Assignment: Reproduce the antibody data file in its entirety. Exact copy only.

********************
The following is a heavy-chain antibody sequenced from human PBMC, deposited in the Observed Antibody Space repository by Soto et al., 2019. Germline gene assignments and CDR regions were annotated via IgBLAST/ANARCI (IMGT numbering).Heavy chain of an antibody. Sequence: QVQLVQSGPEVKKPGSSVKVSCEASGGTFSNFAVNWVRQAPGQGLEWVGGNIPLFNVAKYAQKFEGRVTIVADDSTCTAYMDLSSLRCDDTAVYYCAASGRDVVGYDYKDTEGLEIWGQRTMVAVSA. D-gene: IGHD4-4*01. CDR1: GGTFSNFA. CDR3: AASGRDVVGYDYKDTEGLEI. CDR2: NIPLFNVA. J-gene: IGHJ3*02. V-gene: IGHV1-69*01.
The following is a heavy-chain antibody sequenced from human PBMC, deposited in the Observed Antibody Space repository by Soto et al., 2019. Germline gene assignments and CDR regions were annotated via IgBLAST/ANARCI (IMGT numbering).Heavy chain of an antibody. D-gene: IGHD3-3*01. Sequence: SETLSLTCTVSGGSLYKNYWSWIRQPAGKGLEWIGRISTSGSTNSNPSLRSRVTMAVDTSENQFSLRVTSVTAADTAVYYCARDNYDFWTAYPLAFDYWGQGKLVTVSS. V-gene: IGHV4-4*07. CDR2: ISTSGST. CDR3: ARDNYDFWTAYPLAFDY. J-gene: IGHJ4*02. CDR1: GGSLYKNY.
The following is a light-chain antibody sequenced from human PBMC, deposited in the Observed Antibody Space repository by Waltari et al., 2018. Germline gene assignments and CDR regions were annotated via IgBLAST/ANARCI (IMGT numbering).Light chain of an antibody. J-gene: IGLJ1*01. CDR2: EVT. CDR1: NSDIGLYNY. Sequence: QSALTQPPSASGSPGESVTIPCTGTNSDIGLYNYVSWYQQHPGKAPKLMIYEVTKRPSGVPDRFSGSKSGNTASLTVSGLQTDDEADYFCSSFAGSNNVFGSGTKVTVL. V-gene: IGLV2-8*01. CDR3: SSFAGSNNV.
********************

The following is a heavy-chain antibody sequenced from human PBMC, deposited in the Observed Antibody Space repository by Soto et al., 2019. Germline gene assignments and CDR regions were annotated via IgBLAST/ANARCI (IMGT numbering).Heavy chain of an antibody. Sequence: QVQLVQSGPEVKKPGSSVKVSCEASGGTFSNFAVNWVRQAPGQGLEWVGGNIPLFNVAKYAQKFEGRVTIVADDSTCTAYMDLSSLRCDDTAVYYCAASGRDVVGYDYKDTEGLEIWGQRTMVAVSA. D-gene: IGHD4-4*01. CDR1: GGTFSNFA. CDR3: AASGRDVVGYDYKDTEGLEI. CDR2: NIPLFNVA. J-gene: IGHJ3*02. V-gene: IGHV1-69*01.
The following is a heavy-chain antibody sequenced from human PBMC, deposited in the Observed Antibody Space repository by Soto et al., 2019. Germline gene assignments and CDR regions were annotated via IgBLAST/ANARCI (IMGT numbering).Heavy chain of an antibody. D-gene: IGHD3-3*01. Sequence: SETLSLTCTVSGGSLYKNYWSWIRQPAGKGLEWIGRISTSGSTNSNPSLRSRVTMAVDTSENQFSLRVTSVTAADTAVYYCARDNYDFWTAYPLAFDYWGQGKLVTVSS. V-gene: IGHV4-4*07. CDR2: ISTSGST. CDR3: ARDNYDFWTAYPLAFDY. J-gene: IGHJ4*02. CDR1: GGSLYKNY.
The following is a light-chain antibody sequenced from human PBMC, deposited in the Observed Antibody Space repository by Waltari et al., 2018. Germline gene assignments and CDR regions were annotated via IgBLAST/ANARCI (IMGT numbering).Light chain of an antibody. J-gene: IGLJ1*01. CDR2: EVT. CDR1: NSDIGLYNY. Sequence: QSALTQPPSASGSPGESVTIPCTGTNSDIGLYNYVSWYQQHPGKAPKLMIYEVTKRPSGVPDRFSGSKSGNTASLTVSGLQTDDEADYFCSSFAGSNNVFGSGTKVTVL. V-gene: IGLV2-8*01. CDR3: SSFAGSNNV.